Thursday, May 14, 2009

Understanding OpacityMask and its usage

OpacityMask as it’s name implies a mask to the opacity.ie a mask which is given to the visibility of a visual element.So the places which are not covered by the mask will be transparent.
Here comes the first doubt.How can we specify this opacitymask ? Mask here refers to a definition of Brush.Brush is the abstract base class for a variety of brushes like SolidColorBrush,LinearGradientBrush,VisualBrush etc…So we can apply mask in so many ways.

Need for OpacityMask

The main application of OpacityMask is to define some transparent areas in visual elements.Let’s consider the scenario below.
We have a Rectangle filled with Yellow and and an Ellipse filled with Red on top of it.So naturally the red ellipse will be visible over rectangle.Below is the xaml and image in blend.

<Grid x:Name="LayoutRoot">
<Rectangle Fill="#FFFFFF00" />
<Ellipse Stroke="#FF000000" Fill="#FFFF0000"/>
</Grid>



Qn : We need to show the yellow rectangle over the ellipse what we do?

Ans : Just set the Alpha value of the Fill property of the ellipse to 00.Its fully transparent and we can view the rectangle.

Qn : We need to make the bottom half of the ellipse transparent.What will we do?

Ans : We will make the Fill brush of ellipse to a LinearGradientBrush and set the bottom part transparent by setting alpha to 0.Xaml and screenshot is below.



<Grid x:Name="LayoutRoot">
<Rectangle Fill="#FFFFFF00" />
<Ellipse Stroke="#FF000000">
<Ellipse.Fill>
<LinearGradientBrush EndPoint="0.5,1" StartPoint="0.5,0">
<GradientStop Color="#00000000" Offset="0.571"/>
<GradientStop Color="#FFFF0000" Offset="0.531"/>
</LinearGradientBrush>
</Ellipse.Fill>
</Ellipse>
</Grid>



Qn : How can we make 3/4 th of ellipse transparent?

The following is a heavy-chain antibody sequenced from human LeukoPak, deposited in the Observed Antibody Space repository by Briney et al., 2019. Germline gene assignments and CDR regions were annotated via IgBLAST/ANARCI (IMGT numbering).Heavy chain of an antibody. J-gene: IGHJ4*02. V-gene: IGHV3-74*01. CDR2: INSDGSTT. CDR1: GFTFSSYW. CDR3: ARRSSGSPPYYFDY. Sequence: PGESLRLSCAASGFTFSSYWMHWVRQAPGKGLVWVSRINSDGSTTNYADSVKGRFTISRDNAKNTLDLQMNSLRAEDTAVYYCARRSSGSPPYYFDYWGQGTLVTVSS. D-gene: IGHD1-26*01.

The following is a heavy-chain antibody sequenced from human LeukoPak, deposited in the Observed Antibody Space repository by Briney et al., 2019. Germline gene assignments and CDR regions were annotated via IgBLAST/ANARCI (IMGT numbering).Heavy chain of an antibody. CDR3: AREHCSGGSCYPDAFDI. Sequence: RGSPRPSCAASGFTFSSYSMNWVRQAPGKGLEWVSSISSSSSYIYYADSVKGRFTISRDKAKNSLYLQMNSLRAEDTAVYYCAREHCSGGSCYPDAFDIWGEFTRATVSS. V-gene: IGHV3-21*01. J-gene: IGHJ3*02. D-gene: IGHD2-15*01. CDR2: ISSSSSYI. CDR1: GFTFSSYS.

Ans : According to my WPF knowledge there is no way to do this by using only one brush.Here comes the importance of OpacityMask.OpacityMask here defines another area which is transparent by using another LinearGradientBrush.Code and screenshot is below.



<Grid x:Name="LayoutRoot">
<Rectangle Fill="#FFFFFF00" />
<Ellipse Stroke="#FF000000">
<Ellipse.OpacityMask>
<LinearGradientBrush EndPoint="0.05,0.56" StartPoint="0.943,0.568">
<GradientStop Color="#FF000000" Offset="0.487"/>
<GradientStop Color="#00FFFFFF" Offset="0.527"/>
</LinearGradientBrush>
</Ellipse.OpacityMask>
<Ellipse.Fill>
<LinearGradientBrush EndPoint="0.5,1" StartPoint="0.5,0">
<GradientStop Color="#00000000" Offset="0.571"/>
<GradientStop Color="#FFFF0000" Offset="0.531"/>
</LinearGradientBrush>
</Ellipse.Fill>
</Ellipse>
</Grid>



I have used a LinearGradientBrush with Brush transform to implement this.When we are specifying OpacityMask,it won’t consider the color of the brush.Because here the intention is to define an area which is transparent or opaque.But it cares the alpha value very seriously.According to the alpha value only it defines the amount of transparency or opacity.

This is the basic idea of OpacityMask.I will get confused often while working extensively with OpacityMask.So if anybody reading this, have more knowledge about OpacityMask please share with me.

OpacityMask is very much useful in giving awesome look and feel to your application like glass effects transparency etc…To understand better about the opacitymask I will be writing another post which talks about creating a magic transparent glass.


More links about OpacityMask

http://geekswithblogs.net/Silverlight2/archive/2008/10/22/working-with-opacity-masks.aspx